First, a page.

Low Magnitude Mechanical Loading Is Osteogenic in Children With Disabling Conditions

Authors

  • Kate Ward,

    1. Clinical Radiology, Imaging Science & Biomedical Engineering, University of Manchester, Manchester, United Kingdom
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  • Chrissie Alsop,

    1. Clinical Radiology, Imaging Science & Biomedical Engineering, University of Manchester, Manchester, United Kingdom
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  • Janette Caulton,

    1. The Manchester School of Physiotherapy, Manchester Royal Infirmary, University of Manchester, Manchester, United Kingdom
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  • Clinton Rubin,

    1. Musculo-Skeletal Research Laboratory, Department of Biomedical Engineering, State University of New York, Stony Brook, New York, USA
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  • Judith Adams,

    1. Clinical Radiology, Imaging Science & Biomedical Engineering, University of Manchester, Manchester, United Kingdom
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  • Zulf Mughal

    Corresponding author
    1. Department of Paediatric Medicine, Saint Mary's Hospital for Women & Children, Manchester, United Kingdom
    • Address reprint requests to: Z Mughal, MBChB, FRCP, DCH, Department of Pediatric Medicine, Saint Mary's Hospital for Women & Children, Hathersage Road, Manchester M13 0JH, UK
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  • Dr Rubin served as a consultant for Exogen, Inc., a wholly owned subsidiary of Smith & Nephew Orthopaedics Inc., and is an inventor of the technology. All other authors have no conflict of interest.

Abstract

The osteogenic potential of short durations of low-level mechanical stimuli was examined in children with disabling conditions. The mean change in tibia vTBMD was +6.3% in the intervention group compared with −11.9% in the control group. This pilot randomized controlled trial provides preliminary evidence that low-level mechanical stimuli represent a noninvasive, non-pharmacological treatment of low BMD in children with disabling conditions.

Introduction: Recent animal studies have demonstrated the anabolic potential of low-magnitude, high-frequency mechanical stimuli to the trabecular bone of weight-bearing regions of the skeleton. The main aim of this prospective, double-blind, randomized placebo-controlled pilot trial (RCT) was to examine whether these signals could effectively increase tibial and spinal volumetric trabecular BMD (vTBMD; mg/ml) in children with disabling conditions.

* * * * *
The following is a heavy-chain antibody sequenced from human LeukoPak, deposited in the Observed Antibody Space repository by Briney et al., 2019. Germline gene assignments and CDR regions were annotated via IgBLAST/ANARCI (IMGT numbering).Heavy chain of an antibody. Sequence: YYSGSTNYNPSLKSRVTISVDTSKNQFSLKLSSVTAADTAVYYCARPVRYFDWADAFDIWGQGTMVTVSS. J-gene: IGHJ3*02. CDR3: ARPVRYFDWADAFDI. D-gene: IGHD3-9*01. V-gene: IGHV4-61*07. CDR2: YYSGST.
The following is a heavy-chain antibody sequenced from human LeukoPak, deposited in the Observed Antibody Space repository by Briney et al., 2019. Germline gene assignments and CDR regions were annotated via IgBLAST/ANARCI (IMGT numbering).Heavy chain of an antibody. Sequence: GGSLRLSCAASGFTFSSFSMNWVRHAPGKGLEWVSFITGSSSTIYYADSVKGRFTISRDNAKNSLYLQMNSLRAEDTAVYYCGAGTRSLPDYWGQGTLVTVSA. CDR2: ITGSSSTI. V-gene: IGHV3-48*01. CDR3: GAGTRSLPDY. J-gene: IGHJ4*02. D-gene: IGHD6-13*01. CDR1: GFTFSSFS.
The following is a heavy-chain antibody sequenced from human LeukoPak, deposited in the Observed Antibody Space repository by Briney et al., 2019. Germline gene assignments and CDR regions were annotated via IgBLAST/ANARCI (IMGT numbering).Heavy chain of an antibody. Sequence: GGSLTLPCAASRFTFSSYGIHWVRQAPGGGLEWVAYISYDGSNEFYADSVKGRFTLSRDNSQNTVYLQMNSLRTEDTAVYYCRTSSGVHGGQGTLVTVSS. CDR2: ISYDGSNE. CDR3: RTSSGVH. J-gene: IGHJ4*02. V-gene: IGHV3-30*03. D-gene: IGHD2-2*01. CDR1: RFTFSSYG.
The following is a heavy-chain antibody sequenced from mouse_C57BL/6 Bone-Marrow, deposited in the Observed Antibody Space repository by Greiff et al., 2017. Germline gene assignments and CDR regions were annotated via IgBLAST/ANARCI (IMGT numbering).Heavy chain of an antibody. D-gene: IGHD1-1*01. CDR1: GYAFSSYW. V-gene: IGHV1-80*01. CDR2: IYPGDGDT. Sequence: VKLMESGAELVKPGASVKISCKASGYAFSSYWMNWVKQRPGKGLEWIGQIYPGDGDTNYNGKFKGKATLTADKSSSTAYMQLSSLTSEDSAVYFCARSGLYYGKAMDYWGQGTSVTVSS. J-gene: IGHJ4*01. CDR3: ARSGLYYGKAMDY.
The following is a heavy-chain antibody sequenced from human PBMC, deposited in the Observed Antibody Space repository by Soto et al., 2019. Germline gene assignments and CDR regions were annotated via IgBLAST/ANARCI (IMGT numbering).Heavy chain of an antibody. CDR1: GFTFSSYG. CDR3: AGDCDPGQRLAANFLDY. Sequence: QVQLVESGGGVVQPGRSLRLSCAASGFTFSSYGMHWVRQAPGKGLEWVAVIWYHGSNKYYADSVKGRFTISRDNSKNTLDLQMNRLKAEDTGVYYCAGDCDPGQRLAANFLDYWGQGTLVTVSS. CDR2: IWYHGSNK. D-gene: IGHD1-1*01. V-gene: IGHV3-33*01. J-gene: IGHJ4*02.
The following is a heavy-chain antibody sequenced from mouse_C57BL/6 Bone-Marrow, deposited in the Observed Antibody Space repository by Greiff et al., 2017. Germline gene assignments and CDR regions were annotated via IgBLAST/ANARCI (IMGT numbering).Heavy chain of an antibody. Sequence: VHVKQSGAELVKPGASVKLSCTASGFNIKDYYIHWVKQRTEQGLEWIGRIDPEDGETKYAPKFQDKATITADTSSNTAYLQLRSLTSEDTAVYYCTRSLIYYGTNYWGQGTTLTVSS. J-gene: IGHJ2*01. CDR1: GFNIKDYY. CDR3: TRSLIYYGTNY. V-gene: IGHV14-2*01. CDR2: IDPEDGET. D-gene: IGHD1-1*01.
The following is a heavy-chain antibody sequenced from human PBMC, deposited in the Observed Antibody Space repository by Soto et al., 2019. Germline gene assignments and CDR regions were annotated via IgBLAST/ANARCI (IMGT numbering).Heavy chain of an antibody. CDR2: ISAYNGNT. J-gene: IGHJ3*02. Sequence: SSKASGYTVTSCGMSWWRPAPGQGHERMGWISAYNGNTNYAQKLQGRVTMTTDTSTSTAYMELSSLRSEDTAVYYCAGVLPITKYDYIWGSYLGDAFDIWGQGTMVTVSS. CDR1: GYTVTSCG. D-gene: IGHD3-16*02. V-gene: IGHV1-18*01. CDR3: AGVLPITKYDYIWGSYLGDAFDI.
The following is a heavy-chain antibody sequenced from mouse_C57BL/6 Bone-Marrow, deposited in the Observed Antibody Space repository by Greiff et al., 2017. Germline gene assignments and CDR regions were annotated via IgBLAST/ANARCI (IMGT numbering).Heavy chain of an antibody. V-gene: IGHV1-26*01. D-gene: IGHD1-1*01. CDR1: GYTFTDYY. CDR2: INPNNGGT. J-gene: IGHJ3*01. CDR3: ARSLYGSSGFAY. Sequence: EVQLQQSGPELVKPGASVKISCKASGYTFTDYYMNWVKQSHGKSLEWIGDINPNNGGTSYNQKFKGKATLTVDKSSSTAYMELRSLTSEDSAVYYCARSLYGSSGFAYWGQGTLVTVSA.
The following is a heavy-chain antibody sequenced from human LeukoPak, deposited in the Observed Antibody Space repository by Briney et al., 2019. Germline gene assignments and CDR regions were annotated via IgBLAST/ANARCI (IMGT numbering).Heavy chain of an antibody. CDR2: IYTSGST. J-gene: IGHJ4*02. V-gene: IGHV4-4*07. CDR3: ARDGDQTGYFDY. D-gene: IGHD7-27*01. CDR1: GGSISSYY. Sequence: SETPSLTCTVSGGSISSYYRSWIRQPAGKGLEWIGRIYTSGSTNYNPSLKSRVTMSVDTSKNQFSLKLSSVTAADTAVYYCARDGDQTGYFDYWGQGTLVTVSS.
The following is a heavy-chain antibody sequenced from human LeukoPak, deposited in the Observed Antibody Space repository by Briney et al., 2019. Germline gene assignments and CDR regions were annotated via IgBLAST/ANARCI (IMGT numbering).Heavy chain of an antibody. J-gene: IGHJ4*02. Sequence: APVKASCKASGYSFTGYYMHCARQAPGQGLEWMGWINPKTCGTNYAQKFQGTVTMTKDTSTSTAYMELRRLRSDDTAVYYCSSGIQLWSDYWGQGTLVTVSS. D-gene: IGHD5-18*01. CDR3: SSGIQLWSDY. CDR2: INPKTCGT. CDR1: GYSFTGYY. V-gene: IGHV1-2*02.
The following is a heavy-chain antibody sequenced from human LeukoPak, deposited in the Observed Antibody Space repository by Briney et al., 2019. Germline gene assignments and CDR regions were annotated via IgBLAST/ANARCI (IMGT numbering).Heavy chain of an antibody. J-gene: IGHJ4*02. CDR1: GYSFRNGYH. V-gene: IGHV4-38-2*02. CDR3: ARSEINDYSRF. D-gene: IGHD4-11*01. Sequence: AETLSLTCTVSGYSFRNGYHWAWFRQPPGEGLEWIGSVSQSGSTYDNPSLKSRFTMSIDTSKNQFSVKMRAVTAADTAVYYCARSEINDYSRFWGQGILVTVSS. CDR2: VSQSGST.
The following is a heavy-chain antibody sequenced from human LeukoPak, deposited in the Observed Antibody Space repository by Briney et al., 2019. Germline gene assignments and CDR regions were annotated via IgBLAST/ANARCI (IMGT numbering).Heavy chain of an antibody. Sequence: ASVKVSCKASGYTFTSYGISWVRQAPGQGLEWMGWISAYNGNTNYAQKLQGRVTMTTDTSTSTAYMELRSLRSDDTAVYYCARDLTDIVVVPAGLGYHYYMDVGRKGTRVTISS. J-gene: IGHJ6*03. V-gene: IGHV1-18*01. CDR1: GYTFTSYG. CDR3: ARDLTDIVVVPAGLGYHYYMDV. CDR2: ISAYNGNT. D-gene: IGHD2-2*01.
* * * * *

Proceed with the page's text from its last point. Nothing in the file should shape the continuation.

Materials and Methods: Twenty pre-or postpubertal disabled, ambulant, children (14 males, 6 females; mean age, 9.1 ± 4.3 years; range, 4–19 years) were randomized to standing on active (n = 10; 0.3g, 90 Hz) or placebo (n = 10) devices for 10 minutes/day, 5 days/week for 6 months. The primary outcomes of the trial were proximal tibial and spinal (L2) vTBMD (mg/ml), measured using 3-D QCT. Posthoc analyses were performed to determine whether the treatment had an effect on diaphyseal cortical bone and muscle parameters.

Results and Conclusions: Compliance was 44% (4.4 minutes per day), as determined by mean time on treatment (567.9 minutes) compared with expected time on treatment over the 6 months (1300 minutes). After 6 months, the mean change in proximal tibial vTBMD in children who stood on active devices was 6.27 mg/ml (+6.3%); in children who stood on placebo devices, vTBMD decreased by −9.45 mg/ml (−11.9%). Thus, the net benefit of treatment was +15.72 mg/ml (17.7%; p = 0.0033). In the spine, the net benefit of treatment, compared with placebo, was +6.72 mg/ml, (p = 0.14). Diaphyseal bone and muscle parameters did not show a response to treatment. The results of this pilot RCT have shown for the first time that low-magnitude, high-frequency mechanical stimuli are anabolic to trabecular bone in children, possibly by providing a surrogate for suppressed muscular activity in the disabled. Over the course of a longer treatment period, harnessing bone's sensitivity to these stimuli may provide a non-pharmacological treatment for bone fragility in children.

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